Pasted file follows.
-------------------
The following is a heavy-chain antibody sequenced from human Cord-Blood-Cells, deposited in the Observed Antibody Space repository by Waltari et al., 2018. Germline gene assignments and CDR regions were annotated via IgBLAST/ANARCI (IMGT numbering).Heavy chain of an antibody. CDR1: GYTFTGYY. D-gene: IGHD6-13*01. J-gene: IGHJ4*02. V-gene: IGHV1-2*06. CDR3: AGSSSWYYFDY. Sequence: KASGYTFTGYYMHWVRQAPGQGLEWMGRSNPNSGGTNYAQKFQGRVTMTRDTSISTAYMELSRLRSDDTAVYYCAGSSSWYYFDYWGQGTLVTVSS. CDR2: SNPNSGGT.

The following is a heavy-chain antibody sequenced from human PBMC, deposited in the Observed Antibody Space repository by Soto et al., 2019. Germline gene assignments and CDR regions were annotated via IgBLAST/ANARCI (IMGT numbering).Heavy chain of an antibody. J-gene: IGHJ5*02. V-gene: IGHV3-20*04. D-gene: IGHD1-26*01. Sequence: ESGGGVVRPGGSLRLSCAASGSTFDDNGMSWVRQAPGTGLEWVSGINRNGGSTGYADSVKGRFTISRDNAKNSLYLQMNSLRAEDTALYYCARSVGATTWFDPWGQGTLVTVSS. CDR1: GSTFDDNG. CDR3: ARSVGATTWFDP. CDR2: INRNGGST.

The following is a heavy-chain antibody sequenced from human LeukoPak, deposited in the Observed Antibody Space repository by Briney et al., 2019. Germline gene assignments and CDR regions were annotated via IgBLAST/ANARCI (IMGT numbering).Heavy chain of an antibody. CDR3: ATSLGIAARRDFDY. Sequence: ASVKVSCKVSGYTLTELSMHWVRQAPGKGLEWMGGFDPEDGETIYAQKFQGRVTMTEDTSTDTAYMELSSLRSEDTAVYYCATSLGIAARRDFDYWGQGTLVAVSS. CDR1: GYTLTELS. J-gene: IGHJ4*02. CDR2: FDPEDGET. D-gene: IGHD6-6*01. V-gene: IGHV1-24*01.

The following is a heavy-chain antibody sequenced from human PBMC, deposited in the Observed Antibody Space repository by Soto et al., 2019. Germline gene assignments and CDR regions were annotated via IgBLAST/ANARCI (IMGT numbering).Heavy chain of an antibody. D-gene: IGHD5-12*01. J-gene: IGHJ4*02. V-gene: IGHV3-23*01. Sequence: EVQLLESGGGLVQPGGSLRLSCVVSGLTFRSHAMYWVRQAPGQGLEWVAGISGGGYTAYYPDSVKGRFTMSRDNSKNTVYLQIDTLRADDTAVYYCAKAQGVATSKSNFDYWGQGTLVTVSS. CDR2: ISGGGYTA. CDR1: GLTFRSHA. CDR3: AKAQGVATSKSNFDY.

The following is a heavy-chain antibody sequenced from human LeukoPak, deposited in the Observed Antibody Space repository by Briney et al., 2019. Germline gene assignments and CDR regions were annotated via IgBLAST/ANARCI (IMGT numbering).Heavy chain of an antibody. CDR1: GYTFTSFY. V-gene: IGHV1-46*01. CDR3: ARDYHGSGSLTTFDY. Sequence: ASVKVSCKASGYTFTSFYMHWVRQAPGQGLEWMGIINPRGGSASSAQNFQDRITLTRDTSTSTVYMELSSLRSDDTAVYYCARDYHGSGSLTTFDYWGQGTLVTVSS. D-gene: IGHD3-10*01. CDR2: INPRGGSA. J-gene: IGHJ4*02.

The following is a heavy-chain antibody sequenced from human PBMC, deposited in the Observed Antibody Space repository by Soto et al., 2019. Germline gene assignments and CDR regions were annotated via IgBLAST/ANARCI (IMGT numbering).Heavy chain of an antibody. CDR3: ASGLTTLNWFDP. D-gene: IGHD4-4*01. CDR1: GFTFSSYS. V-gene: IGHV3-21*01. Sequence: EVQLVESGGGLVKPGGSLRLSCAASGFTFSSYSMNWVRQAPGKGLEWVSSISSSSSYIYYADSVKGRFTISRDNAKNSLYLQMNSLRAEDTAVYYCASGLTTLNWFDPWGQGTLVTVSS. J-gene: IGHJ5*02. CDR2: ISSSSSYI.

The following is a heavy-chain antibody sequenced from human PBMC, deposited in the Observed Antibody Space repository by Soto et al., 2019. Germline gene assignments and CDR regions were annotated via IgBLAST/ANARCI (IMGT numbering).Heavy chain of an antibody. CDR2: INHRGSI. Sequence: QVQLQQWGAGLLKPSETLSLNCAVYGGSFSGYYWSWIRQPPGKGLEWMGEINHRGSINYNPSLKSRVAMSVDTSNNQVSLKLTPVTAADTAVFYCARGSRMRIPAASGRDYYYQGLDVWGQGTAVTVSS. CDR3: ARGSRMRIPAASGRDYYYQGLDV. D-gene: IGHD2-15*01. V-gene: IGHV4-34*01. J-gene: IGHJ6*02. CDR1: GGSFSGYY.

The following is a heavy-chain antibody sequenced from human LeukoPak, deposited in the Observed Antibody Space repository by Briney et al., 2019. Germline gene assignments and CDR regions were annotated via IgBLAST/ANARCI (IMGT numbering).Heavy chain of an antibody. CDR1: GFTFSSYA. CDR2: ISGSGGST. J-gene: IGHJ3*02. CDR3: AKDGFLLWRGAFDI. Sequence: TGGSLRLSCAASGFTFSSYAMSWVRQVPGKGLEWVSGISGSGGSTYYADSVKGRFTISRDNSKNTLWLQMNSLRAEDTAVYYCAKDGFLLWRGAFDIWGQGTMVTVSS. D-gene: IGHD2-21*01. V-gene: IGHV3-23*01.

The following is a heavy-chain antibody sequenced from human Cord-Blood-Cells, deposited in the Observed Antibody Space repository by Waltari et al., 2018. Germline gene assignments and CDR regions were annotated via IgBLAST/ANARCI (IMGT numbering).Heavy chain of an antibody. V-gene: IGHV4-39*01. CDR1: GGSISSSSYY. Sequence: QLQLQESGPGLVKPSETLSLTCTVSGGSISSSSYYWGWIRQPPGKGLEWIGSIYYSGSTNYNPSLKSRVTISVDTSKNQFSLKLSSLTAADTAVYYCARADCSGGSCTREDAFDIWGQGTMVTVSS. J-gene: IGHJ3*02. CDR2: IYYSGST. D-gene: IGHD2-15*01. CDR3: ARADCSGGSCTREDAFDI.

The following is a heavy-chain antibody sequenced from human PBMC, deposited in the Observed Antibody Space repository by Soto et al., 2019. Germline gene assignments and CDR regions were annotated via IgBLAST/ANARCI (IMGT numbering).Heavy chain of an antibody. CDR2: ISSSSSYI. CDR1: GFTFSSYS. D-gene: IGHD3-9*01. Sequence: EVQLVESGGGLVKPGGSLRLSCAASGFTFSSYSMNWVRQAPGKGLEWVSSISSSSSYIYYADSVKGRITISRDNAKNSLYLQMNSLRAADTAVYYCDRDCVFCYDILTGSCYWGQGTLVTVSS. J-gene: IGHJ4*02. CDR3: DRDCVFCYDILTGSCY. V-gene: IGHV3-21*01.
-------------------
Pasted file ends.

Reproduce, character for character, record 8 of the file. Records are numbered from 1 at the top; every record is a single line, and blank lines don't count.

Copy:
The following is a heavy-chain antibody sequenced from human LeukoPak, deposited in the Observed Antibody Space repository by Briney et al., 2019. Germline gene assignments and CDR regions were annotated via IgBLAST/ANARCI (IMGT numbering).Heavy chain of an antibody. CDR1: GFTFSSYA. CDR2: ISGSGGST. J-gene: IGHJ3*02. CDR3: AKDGFLLWRGAFDI. Sequence: TGGSLRLSCAASGFTFSSYAMSWVRQVPGKGLEWVSGISGSGGSTYYADSVKGRFTISRDNSKNTLWLQMNSLRAEDTAVYYCAKDGFLLWRGAFDIWGQGTMVTVSS. D-gene: IGHD2-21*01. V-gene: IGHV3-23*01.